Neither father nor mother have challenged the court's exercise of jurisdiction based on the allegation at paragraph b-3. They challenge only the findings of sexual abuse. Where, as here, a parent is urging appellate relief from some, but not all, of the juvenile court's jurisdictional findings, the reviewing court should not decide the issue unless the court can grant effective relief. (In re I.A. (2011) 201 Cal.App.4th 1484, 1489-1490; see also In re I.J. (2013) 56 Cal.4th 766, 773 [where multiple grounds for assertion of dependency jurisdiction are alleged and sustained " 'a reviewing court can affirm the juvenile court's finding of jurisdiction over the minor if any one of the statutory bases for jurisdiction' " is supported by substantial evidence].)

Because neither parent's appeal of the jurisdiction order presents a genuine challenge to the juvenile court's assumption of dependency jurisdiction over D.B., N.B. and T.B., any order we would enter here will have no practical impact on the pending dependency proceeding. Accordingly, we find mother's appeal of the jurisdiction order and father's appeal, to the extent it challenges the jurisdiction order, to be nonjusticiable and therefore dismiss the appeal as to that issue.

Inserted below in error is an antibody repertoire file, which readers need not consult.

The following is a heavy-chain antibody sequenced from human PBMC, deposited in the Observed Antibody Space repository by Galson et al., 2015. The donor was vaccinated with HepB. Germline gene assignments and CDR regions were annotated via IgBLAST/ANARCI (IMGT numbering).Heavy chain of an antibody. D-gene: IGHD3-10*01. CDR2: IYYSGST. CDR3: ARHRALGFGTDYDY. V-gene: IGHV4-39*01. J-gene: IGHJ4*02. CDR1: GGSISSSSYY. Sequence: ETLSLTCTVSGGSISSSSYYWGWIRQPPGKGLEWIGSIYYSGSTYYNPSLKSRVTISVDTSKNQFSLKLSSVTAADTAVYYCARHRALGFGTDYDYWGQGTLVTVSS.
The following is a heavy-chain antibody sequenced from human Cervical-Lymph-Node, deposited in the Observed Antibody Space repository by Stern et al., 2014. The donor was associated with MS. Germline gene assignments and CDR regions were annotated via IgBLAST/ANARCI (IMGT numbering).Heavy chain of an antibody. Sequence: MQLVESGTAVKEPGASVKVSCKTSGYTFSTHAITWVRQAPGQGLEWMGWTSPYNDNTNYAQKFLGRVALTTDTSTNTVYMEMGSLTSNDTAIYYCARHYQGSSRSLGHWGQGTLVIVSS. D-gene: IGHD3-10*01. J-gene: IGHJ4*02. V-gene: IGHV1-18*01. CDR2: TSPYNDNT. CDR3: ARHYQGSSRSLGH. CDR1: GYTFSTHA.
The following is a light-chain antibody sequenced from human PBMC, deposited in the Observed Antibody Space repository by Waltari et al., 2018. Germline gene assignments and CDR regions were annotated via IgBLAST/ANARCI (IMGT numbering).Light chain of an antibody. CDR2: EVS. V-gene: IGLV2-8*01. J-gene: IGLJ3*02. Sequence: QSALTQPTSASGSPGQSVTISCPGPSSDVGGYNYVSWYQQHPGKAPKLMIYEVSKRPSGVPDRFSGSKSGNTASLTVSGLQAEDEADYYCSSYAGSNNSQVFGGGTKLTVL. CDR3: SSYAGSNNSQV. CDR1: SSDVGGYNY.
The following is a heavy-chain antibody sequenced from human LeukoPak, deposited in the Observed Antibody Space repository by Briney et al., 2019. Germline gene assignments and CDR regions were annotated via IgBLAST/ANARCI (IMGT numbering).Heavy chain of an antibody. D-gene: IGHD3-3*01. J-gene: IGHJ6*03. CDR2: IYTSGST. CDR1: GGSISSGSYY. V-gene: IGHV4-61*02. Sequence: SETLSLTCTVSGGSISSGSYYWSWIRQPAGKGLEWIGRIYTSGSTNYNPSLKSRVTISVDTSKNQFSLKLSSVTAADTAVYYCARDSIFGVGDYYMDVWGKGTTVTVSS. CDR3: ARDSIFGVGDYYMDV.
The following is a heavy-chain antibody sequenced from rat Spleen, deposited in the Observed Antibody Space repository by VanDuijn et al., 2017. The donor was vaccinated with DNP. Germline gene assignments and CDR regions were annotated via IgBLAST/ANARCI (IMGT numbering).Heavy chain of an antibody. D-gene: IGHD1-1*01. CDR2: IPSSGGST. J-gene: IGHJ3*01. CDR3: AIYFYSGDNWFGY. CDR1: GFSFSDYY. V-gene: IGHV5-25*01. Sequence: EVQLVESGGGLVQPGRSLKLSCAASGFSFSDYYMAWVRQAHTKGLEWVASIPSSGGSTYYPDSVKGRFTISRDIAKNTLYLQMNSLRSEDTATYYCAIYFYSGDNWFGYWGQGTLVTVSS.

In any event, even if we were to consider the argument, there is ample evidence summarized above supporting the court's assumption of jurisdiction based on the sexual abuse allegations. (In re I.J., supra, 56 Cal.4th at p. 773 [jurisdiction finding reviewed for substantial evidence]; see also § 355, subd. (a) & Cal. Rules of Court, rule 5.684(e) [juvenile court jurisdiction findings governed by preponderance standard].)

2. The Dispositional Order

Father contends the juvenile court abused its discretion in ordering him to complete a sexual abuse awareness class as part of his case plan. Father has forfeited the contention.

During the hearing, father did not object to a sexual abuse awareness class being included in his case plan. In fact, counsel for father conceded the reasonableness of such an order. After requesting that the case plan be narrowly tailored and objecting to a substance abuse class, counsel said "the sexual abuse awareness class does make the most sense."